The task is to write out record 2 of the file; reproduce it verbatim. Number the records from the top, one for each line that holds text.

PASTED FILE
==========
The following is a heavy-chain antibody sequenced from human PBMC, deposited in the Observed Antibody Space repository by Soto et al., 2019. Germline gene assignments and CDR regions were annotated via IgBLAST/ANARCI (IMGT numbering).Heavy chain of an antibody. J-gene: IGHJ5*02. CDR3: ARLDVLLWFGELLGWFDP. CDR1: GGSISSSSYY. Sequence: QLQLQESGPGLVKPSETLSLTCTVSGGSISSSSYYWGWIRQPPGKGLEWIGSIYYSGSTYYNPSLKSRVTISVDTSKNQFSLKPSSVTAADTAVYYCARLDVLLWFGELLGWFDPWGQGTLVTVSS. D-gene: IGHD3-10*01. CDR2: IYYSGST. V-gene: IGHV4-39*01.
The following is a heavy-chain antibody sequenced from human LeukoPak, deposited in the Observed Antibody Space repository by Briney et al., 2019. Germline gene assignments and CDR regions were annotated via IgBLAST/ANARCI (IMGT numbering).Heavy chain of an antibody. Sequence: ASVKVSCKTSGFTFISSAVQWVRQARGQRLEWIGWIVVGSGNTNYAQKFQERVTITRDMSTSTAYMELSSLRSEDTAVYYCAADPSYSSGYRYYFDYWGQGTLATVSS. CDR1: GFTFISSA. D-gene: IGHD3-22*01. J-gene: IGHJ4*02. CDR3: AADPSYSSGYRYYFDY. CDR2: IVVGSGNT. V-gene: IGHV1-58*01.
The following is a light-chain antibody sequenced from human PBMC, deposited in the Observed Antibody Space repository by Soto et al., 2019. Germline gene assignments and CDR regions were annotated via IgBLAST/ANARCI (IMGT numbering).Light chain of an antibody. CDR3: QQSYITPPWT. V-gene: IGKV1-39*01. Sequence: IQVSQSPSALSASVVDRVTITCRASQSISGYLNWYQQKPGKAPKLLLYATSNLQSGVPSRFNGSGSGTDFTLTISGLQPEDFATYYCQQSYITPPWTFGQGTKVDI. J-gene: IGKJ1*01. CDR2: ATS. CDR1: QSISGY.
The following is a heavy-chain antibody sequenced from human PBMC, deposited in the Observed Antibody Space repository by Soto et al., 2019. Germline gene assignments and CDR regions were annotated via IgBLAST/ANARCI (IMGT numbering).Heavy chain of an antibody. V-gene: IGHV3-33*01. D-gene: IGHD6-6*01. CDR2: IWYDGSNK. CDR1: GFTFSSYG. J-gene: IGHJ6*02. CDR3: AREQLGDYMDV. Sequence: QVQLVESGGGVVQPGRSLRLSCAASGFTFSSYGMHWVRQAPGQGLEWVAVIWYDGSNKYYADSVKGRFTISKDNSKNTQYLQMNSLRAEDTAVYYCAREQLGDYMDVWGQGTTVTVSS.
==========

The following is a heavy-chain antibody sequenced from human LeukoPak, deposited in the Observed Antibody Space repository by Briney et al., 2019. Germline gene assignments and CDR regions were annotated via IgBLAST/ANARCI (IMGT numbering).Heavy chain of an antibody. Sequence: ASVKVSCKTSGFTFISSAVQWVRQARGQRLEWIGWIVVGSGNTNYAQKFQERVTITRDMSTSTAYMELSSLRSEDTAVYYCAADPSYSSGYRYYFDYWGQGTLATVSS. CDR1: GFTFISSA. D-gene: IGHD3-22*01. J-gene: IGHJ4*02. CDR3: AADPSYSSGYRYYFDY. CDR2: IVVGSGNT. V-gene: IGHV1-58*01.